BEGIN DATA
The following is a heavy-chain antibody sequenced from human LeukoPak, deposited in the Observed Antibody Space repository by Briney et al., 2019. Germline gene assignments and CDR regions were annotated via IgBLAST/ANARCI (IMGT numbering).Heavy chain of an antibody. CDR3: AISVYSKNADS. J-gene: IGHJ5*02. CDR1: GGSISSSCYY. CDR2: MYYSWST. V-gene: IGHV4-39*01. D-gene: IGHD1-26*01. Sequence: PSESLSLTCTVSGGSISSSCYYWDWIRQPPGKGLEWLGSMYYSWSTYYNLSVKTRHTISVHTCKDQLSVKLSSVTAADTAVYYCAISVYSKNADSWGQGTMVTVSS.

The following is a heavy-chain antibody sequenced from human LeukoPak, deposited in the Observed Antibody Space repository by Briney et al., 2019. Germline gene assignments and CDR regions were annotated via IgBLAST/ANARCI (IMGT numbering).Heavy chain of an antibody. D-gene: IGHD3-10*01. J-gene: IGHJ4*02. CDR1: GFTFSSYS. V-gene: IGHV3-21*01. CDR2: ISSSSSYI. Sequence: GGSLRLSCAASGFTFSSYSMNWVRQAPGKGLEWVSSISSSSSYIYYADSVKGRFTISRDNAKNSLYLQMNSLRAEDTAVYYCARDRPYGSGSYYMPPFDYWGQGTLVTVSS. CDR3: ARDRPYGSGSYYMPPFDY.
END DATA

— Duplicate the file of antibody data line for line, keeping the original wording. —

The following is a heavy-chain antibody sequenced from human LeukoPak, deposited in the Observed Antibody Space repository by Briney et al., 2019. Germline gene assignments and CDR regions were annotated via IgBLAST/ANARCI (IMGT numbering).Heavy chain of an antibody. CDR3: AISVYSKNADS. J-gene: IGHJ5*02. CDR1: GGSISSSCYY. CDR2: MYYSWST. V-gene: IGHV4-39*01. D-gene: IGHD1-26*01. Sequence: PSESLSLTCTVSGGSISSSCYYWDWIRQPPGKGLEWLGSMYYSWSTYYNLSVKTRHTISVHTCKDQLSVKLSSVTAADTAVYYCAISVYSKNADSWGQGTMVTVSS.

The following is a heavy-chain antibody sequenced from human LeukoPak, deposited in the Observed Antibody Space repository by Briney et al., 2019. Germline gene assignments and CDR regions were annotated via IgBLAST/ANARCI (IMGT numbering).Heavy chain of an antibody. D-gene: IGHD3-10*01. J-gene: IGHJ4*02. CDR1: GFTFSSYS. V-gene: IGHV3-21*01. CDR2: ISSSSSYI. Sequence: GGSLRLSCAASGFTFSSYSMNWVRQAPGKGLEWVSSISSSSSYIYYADSVKGRFTISRDNAKNSLYLQMNSLRAEDTAVYYCARDRPYGSGSYYMPPFDYWGQGTLVTVSS. CDR3: ARDRPYGSGSYYMPPFDY.